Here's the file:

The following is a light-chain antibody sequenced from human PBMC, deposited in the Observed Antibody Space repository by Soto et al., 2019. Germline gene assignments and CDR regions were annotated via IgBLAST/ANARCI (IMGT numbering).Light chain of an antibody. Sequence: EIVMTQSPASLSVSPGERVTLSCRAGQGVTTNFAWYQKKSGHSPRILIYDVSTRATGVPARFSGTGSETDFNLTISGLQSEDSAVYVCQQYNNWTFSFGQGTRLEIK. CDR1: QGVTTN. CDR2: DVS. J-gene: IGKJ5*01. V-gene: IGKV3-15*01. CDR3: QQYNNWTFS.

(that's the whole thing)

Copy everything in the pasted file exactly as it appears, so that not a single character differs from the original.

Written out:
The following is a light-chain antibody sequenced from human PBMC, deposited in the Observed Antibody Space repository by Soto et al., 2019. Germline gene assignments and CDR regions were annotated via IgBLAST/ANARCI (IMGT numbering).Light chain of an antibody. Sequence: EIVMTQSPASLSVSPGERVTLSCRAGQGVTTNFAWYQKKSGHSPRILIYDVSTRATGVPARFSGTGSETDFNLTISGLQSEDSAVYVCQQYNNWTFSFGQGTRLEIK. CDR1: QGVTTN. CDR2: DVS. J-gene: IGKJ5*01. V-gene: IGKV3-15*01. CDR3: QQYNNWTFS.